“The reasonable man adapts himself to the world; the unreasonable one persists in trying to adapt the world to himself. Therefore all progress depends on the unreasonable man.”
Dir. Henriette Mantel & Steve Skrovan, 2007, 122 min, Viewed via Netflix Instant
An Unreasonable Man sounds like a passive-aggressive title of an action movie starring a disgruntled British person, but I the moniker certainly matches Ralph Nader. The guy has stuck by his guns for decades, even though that’s made him pretty unpopular amongst almost all of the political establishment. Republicans hate him because they are evil and he is good, while Democrats hate him because they believe he cost them an election. This documentary is all about what it takes to agitate ceaselessly for what you believe in.
It seems that what it takes is an almost monkish devotion to those beliefs. Nader has never married, nor, it seems, had any kind of relationship. He decided that he couldn’t do good work and be a fit partner and parent at the same time. That’s the sort of pragmatic sacrifice that hints to his sincerity. Like him or not, the dude is for real about what he says.
The movie divides itself into two main sections. The first follows Nader’s ascent as the premier consumer advocate in the United States. In many ways, the amount of power he exerted in Washington paralleled how well the political climate at the time fared. The coming of Reagan and a new age of ultra-divisive politics stymied his ability to work with the government, and caused his shift to focusing more on grassroots efforts for change. The second part concentrates on Nader as a politician himself, in particular his many failed campaigns for President.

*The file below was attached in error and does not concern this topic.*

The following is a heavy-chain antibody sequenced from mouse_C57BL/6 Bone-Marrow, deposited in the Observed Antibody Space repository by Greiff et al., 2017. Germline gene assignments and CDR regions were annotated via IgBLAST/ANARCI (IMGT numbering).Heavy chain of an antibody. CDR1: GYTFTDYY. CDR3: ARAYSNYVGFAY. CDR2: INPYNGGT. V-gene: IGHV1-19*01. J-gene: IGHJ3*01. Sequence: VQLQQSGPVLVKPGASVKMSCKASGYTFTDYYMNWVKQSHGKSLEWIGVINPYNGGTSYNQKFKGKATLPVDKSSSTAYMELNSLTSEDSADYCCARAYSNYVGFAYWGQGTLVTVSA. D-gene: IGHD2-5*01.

It’s the second part that lost me a bit, as the movie devotes an awful lot of time to the question of whether or not Nader really cost Al Gore the 2000 election. The answer it leans toward is “no” (because, frankly, the answer is “no”), but it circles the same points a few times, as if the lesson might not sink in at first. I will give the filmmakers props for allowing those who believe Nader was a spoiler to have their full say, even if they do make themselves look like incredibly sour pissers. In fact, the doc lets people of all stripes have their say about Nader – not just friends but enemies as well, and a few who were once the former but are now the latter. This is done not so much to provide “multiple points of view” about the man as it is to illustrate his divisiveness.
Nader does what he does out of a severe dissatisfaction with the political status quo, and the movie makes you feel his pain. It’s a picture of a broken system, and one man trying to work to change it. It’s perhaps a bit too loving and haggy (I can’t judge well, since I really like the guy), but its themes reach pretty far regardless of whom they’ve picked to embody them.